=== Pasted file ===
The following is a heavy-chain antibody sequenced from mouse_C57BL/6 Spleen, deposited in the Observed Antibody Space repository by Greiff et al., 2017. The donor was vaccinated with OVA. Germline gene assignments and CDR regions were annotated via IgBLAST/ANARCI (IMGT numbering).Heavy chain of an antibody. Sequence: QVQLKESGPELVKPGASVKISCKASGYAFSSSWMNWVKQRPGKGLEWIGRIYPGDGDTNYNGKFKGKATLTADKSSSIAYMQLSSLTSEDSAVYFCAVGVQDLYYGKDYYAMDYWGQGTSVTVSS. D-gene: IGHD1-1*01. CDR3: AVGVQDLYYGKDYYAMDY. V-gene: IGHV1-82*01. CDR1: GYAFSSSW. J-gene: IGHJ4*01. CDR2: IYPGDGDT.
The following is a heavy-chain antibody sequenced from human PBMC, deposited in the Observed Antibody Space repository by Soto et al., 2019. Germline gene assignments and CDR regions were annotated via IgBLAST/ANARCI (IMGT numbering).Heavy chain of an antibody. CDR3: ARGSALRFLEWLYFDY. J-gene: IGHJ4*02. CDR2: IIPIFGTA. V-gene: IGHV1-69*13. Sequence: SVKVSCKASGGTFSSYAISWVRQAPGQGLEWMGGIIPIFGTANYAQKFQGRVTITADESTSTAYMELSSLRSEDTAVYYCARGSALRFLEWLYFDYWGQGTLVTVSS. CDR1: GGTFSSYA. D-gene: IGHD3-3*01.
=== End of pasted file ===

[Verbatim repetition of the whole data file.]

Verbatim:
The following is a heavy-chain antibody sequenced from mouse_C57BL/6 Spleen, deposited in the Observed Antibody Space repository by Greiff et al., 2017. The donor was vaccinated with OVA. Germline gene assignments and CDR regions were annotated via IgBLAST/ANARCI (IMGT numbering).Heavy chain of an antibody. Sequence: QVQLKESGPELVKPGASVKISCKASGYAFSSSWMNWVKQRPGKGLEWIGRIYPGDGDTNYNGKFKGKATLTADKSSSIAYMQLSSLTSEDSAVYFCAVGVQDLYYGKDYYAMDYWGQGTSVTVSS. D-gene: IGHD1-1*01. CDR3: AVGVQDLYYGKDYYAMDY. V-gene: IGHV1-82*01. CDR1: GYAFSSSW. J-gene: IGHJ4*01. CDR2: IYPGDGDT.
The following is a heavy-chain antibody sequenced from human PBMC, deposited in the Observed Antibody Space repository by Soto et al., 2019. Germline gene assignments and CDR regions were annotated via IgBLAST/ANARCI (IMGT numbering).Heavy chain of an antibody. CDR3: ARGSALRFLEWLYFDY. J-gene: IGHJ4*02. CDR2: IIPIFGTA. V-gene: IGHV1-69*13. Sequence: SVKVSCKASGGTFSSYAISWVRQAPGQGLEWMGGIIPIFGTANYAQKFQGRVTITADESTSTAYMELSSLRSEDTAVYYCARGSALRFLEWLYFDYWGQGTLVTVSS. CDR1: GGTFSSYA. D-gene: IGHD3-3*01.